Dec 20, 2023 - Business

Enjoy an Oregon hazelnut this holiday season

A photo of a mountain with green, bushy hazelnut trees in the foreground.

Oregon is home to nearly 100,000 acres of hazelnut trees. Photo: Courtesy of Northwest Hazelnut

Nearly all of the hazelnuts produced in the U.S. are grown in the Willamette Valley.

  • The crop is one of Oregon's most valuable agricultural products, and the industry is in the middle of an upswing thanks to new international investment and sustainable harvesting techniques to stave off potential blight.

Driving the news: Hazelnut farmers are likely to take home $300 million in sales this season, according to Eric Groves, the chief financial officer of George Packing, a processor based in Newberg.

  • Nearly 100,000 acres of hazelnut farms are in Oregon— up from 30,000 acres in 2007, according to Groves.

In the past, the winter holiday season meant peak sales for hazelnuts, with the vast majority being shipped to China for Lunar New Year celebrations, he said.

  • But now with more nuts, orchards and distributors, "sales are much more spread out."
Hazelnuts ready for harvest. Photo: Courtesy of Northwest Hazelnut Company

What's happening: Confectionery manufacturer Ferrero, which produces Nutella, is also planning to increase its hazelnut sourcing from the state, Marco Botta, Ferrero Hazelnut's CEO told Axios in an emailed statement — giving a nod to the region's "climate, soil, and most importantly the ingenuity and commitment of hazelnut farmers."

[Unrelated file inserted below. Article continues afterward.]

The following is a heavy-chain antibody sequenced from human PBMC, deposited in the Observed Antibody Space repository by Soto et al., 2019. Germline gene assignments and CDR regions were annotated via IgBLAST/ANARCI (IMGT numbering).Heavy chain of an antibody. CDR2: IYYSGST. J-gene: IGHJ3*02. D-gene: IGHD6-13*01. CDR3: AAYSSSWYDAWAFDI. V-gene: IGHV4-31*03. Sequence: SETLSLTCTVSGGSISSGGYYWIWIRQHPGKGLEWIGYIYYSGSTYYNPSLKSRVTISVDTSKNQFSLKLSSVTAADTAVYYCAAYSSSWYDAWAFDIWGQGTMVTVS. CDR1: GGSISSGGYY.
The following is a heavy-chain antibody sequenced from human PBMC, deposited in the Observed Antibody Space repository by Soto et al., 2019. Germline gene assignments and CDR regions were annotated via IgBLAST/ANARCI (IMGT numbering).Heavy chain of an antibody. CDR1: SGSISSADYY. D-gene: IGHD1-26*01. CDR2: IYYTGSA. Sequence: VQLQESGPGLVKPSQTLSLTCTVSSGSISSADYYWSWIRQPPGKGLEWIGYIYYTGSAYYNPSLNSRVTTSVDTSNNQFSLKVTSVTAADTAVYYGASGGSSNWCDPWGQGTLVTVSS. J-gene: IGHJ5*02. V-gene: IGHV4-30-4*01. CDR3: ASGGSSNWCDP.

• "We'll continue to move at this pace of growth to support the market," he said.

Flashback: A fungal disease caused widespread blight throughout Oregon orchards in the early aughts and was responsible for dwindling sales and slow growth.

  • Since then, hazelnut farmers have teamed up with Oregon State University to combat the spread by removing older trees and interplanting new blight-resistant varieties developed by local researchers.

The intrigue: New upright-style tree varieties allow for easier harvesting — and "requiring very little transient labor," Groves said — while the type of soil found in the Willamette Valley paired with its traditionally moist climate doesn't require irrigation on the part of most farmers.

  • Oregon's biggest competitor is Turkey, which produces 75% of the world's hazelnut supply.
  • But instead of going head-t0-head with that behemoth, Oregon hazelnut farmers are instead planning to focus on domestic sales now that their supplies can keep up with demand.

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